When the first torrent of tenderness was over, and when, in the calm and long interval between the fits, reason began to open the eyes of the lady, and she saw this alteration of behaviour in the captain, who at length answered all her arguments only with pish and pshaw, she was far from enduring the indignity with a tame submission. Indeed, it at first so highly provoked her, that it might have produced some tragical event, had it not taken a more harmless turn, by filling her with the utmost contempt for her husband’s understanding, which somewhat qualified her hatred towards him; though of this likewise she had a pretty moderate share.   7
  The captain’s hatred to her was of a purer kind: for as to any imperfections in her knowledge or understanding, he no more despised her for them, than for her not being six feet high. In his opinion of the female sex, he exceeded the moroseness of Aristotle himself: he looked on a woman as on an animal of domestic use, of somewhat higher consideration than a cat, since her offices were of rather more importance; but the difference between these two was, in his estimation, so small, that, in his marriage contracted with Mr. Allworthy’s lands and tenements, it would have been pretty equal which of them he had taken into the bargain. And yet so tender was his pride, that it felt the contempt which his wife now began to express towards him; and this, added to the surfeit he had before taken of her love, created in him a degree of disgust and abhorrence, perhaps hardly to be exceeded.   8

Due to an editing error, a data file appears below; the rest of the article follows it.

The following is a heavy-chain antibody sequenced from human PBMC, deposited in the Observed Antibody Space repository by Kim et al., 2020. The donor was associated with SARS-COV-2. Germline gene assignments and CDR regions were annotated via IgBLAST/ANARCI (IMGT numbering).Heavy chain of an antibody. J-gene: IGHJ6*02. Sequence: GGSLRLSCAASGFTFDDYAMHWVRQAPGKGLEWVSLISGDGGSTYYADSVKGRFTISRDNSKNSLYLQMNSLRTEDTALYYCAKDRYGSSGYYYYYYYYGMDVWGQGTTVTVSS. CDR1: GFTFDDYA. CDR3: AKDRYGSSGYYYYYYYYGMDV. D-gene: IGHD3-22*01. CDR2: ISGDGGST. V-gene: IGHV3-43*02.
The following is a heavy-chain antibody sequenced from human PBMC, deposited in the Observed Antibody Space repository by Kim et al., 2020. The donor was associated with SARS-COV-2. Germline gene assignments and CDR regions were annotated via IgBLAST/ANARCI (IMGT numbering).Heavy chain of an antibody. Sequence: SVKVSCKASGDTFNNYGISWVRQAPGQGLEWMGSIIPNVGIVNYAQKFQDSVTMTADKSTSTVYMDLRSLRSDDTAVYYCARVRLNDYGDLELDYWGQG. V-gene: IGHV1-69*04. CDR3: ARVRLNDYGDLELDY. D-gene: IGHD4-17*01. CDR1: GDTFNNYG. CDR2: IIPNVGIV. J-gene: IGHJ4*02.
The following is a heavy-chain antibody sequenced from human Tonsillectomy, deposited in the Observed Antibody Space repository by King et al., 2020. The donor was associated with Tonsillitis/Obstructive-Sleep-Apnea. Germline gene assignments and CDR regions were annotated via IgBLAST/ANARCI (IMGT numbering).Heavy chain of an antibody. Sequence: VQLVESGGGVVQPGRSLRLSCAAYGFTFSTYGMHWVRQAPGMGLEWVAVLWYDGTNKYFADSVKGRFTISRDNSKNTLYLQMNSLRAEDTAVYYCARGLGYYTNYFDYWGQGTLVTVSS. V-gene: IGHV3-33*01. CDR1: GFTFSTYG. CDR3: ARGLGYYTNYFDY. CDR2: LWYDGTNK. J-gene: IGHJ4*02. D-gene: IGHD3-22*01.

One situation only of the married state is excluded from pleasure: and that is, a state of indifference: but as many of my readers, I hope, know what an exquisite delight there is in conveying pleasure to a beloved object, so some few, I am afraid, may have experienced the satisfaction of tormenting one we hate. It is, I apprehend, to come at this latter pleasure, that we see both sexes often give up that ease in marriage which they might otherwise possess, though their mate was never so disagreeable to them. Hence the wife often puts on fits of love and jealousy, nay, even denies herself any pleasure, to disturb and prevent those of her husband; and he again, in return, puts frequent restraints on himself, and stays at home in company which he dislikes, in order to confine his wife to what she equally detests. Hence, too, must flow those tears which a widow sometimes so plentifully sheds over the ashes of a husband with whom she led a life of constant disquiet and turbulency, and whom now she can never hope to torment any more.   9
  But if ever any couple enjoyed this pleasure, it was at present experienced by the captain and his lady. It was always a sufficient reason to either of them to be obstinate in any opinion, that the other had previously asserted the contrary. If the one proposed any amusement, the other constantly objected to it: they never loved or hated, commended or abused, the same person. And for this reason, as the captain looked with an evil eye on the little foundling, his wife began now to caress it almost equally with her own child.  10